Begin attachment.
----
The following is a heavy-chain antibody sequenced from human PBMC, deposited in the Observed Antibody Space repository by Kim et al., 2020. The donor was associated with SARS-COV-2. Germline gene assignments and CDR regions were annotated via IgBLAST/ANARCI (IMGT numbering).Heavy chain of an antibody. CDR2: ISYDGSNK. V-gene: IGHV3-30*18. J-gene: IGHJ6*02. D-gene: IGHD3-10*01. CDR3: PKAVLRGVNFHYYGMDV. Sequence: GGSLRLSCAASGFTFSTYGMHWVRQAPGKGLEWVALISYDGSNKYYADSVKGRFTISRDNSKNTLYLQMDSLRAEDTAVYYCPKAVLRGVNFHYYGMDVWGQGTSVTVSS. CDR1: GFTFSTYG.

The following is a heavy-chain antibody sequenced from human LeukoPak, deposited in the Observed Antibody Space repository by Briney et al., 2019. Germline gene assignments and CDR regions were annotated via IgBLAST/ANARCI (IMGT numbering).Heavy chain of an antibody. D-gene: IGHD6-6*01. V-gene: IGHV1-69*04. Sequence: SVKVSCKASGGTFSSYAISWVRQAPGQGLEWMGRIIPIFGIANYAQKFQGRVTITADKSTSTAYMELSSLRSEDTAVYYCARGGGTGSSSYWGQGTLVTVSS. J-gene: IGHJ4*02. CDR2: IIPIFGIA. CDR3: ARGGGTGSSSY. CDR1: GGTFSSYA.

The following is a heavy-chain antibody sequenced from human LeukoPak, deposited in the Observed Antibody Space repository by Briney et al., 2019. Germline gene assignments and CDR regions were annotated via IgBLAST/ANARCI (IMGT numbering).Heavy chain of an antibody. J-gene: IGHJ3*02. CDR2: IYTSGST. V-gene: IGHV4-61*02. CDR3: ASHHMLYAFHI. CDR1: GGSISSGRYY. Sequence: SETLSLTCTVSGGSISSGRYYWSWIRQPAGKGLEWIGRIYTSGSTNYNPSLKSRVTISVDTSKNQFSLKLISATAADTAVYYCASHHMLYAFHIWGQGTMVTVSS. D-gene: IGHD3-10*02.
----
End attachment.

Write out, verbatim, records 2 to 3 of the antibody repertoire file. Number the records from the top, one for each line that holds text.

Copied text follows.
The following is a heavy-chain antibody sequenced from human LeukoPak, deposited in the Observed Antibody Space repository by Briney et al., 2019. Germline gene assignments and CDR regions were annotated via IgBLAST/ANARCI (IMGT numbering).Heavy chain of an antibody. D-gene: IGHD6-6*01. V-gene: IGHV1-69*04. Sequence: SVKVSCKASGGTFSSYAISWVRQAPGQGLEWMGRIIPIFGIANYAQKFQGRVTITADKSTSTAYMELSSLRSEDTAVYYCARGGGTGSSSYWGQGTLVTVSS. J-gene: IGHJ4*02. CDR2: IIPIFGIA. CDR3: ARGGGTGSSSY. CDR1: GGTFSSYA.

The following is a heavy-chain antibody sequenced from human LeukoPak, deposited in the Observed Antibody Space repository by Briney et al., 2019. Germline gene assignments and CDR regions were annotated via IgBLAST/ANARCI (IMGT numbering).Heavy chain of an antibody. J-gene: IGHJ3*02. CDR2: IYTSGST. V-gene: IGHV4-61*02. CDR3: ASHHMLYAFHI. CDR1: GGSISSGRYY. Sequence: SETLSLTCTVSGGSISSGRYYWSWIRQPAGKGLEWIGRIYTSGSTNYNPSLKSRVTISVDTSKNQFSLKLISATAADTAVYYCASHHMLYAFHIWGQGTMVTVSS. D-gene: IGHD3-10*02.